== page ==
This warp-edness which runs through the exhibition not only parallels bodies and soft/hardwares, but also calls to mind fictional distortions of linear time [4]. Zajko’s Threadbearer is an ambiguous terracotta structure, which calls to mind a variety of ancient machinery brought to a standstill. It could be the abacus of a forgotten culture, or a weaver, or some kind of game - the sieve and irregular metal and thread spools feel found and playful, it could be a playground pastime as easily as a device for labour. It could have been made a millennium ago, or last year. All of these works, despite their mechanical leaning, engage in this kind of play - a lightness of potentiality brought about by the rethinking of material. William Darrell’s hypnotic sculpture is the embodiment of this. The Salamander’s Cauldron houses a mummified newt which endlessly spins round a pink and yellow fungal bloom. The 3D printed petals are perched and animated atop a craggy trunk, who’s form also follows the rotation of reptile and plant. The work is a reference to the occult myth of salamanders being born from flames, invulnerable to fire. Darrell’s newt, clearly dead, revives this tale in light of the rapidly shifting climate of the present day. Merging new tech and old fable to critique the present, while still retaining an element of lightness and beauty is no easy feat, but, in a charming ode to Darell’s life growing up on a farm, the newt triumphs.

    Two works in the show stand separate from this playfulness, rather than mimicking, they deal in abstraction. Pruter’s The Birds (no. 125165) is a print, slightly larger than a postcard, with two crimson polished hands hovering in front of a street. The tense knuckles and shiny talons loom ominous. Pruter uses digital methods to edit and restitch film - this particular image is part of an ongoing project where he redacts the birds from Alfred Hitchcock’s film by the same name. It’s a work where technology is wielded with the intent of being reductive, rather than additive. Sayal-Benett’s piece is also indicative of a kind of loss. Dioptrique is designed in Rhino and then crafted from steel and 3D printed filaments. More of an expanded drawing than a sculpture, she investigates how programs act as sets of restrictions - ‘parameters that determine possibilities of expression.’ [5] Rather than being passive tools, she is interested in their agency and how their language inflects the everyday. She tells me that this investigation of limitations is a continuation of her research on the appropriation of modernist forms by fascism. A less pleasant technological warp, this appropriation of materials, forms, and structures was used to consolidate the authority of fascist groups, as they worked to redefine the built environment alongside social mentalities.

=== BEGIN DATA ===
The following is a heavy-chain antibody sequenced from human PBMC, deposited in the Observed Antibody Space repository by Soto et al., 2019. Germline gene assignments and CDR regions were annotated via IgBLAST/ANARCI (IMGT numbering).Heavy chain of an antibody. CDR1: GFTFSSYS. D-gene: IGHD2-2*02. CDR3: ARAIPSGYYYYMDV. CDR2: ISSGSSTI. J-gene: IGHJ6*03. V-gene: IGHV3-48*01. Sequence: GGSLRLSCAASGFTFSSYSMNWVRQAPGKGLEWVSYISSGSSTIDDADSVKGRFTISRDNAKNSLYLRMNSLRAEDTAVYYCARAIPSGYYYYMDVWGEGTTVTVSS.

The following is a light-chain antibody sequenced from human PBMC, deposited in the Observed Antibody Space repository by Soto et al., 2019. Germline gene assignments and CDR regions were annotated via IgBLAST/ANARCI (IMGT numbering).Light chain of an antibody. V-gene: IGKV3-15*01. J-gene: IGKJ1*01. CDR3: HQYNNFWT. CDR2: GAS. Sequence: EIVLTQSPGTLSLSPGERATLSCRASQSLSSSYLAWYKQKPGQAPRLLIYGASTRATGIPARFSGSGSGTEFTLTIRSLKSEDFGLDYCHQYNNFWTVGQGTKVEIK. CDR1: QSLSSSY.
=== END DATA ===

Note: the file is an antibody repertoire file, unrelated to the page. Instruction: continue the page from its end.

Within a small gallery space, a group of possibilities for human-machine collaboration sit together, making no cohesive claim, simply demonstrating. The show is one of the most coherent I’ve seen recently, mapping modes of exploration, translation, and production across different mediums and technologies. Nestled in a white and clinical basement, it’s on till the 19th of November, go have a looksie x


1:Katherin Hayles, My Mother was a Computer, 2005.
2: ibid.
3: My Mother was a Computer Press Release, Amba Sayal-Bennet
4: as in ‘warp speed’ in Star Trek, etc.
5: My Mother was a Computer Press Release, Amba Sayal-Bennet

More info:

Curated by:

Amba Sayal-Bennet

Artists Mentioned:

László von Dohnányi

Emily Kraus

Mark Coorfield-Moore

Rafal Zajko

William Darrell

Garrett Pruter

Amba Sayal-Bennet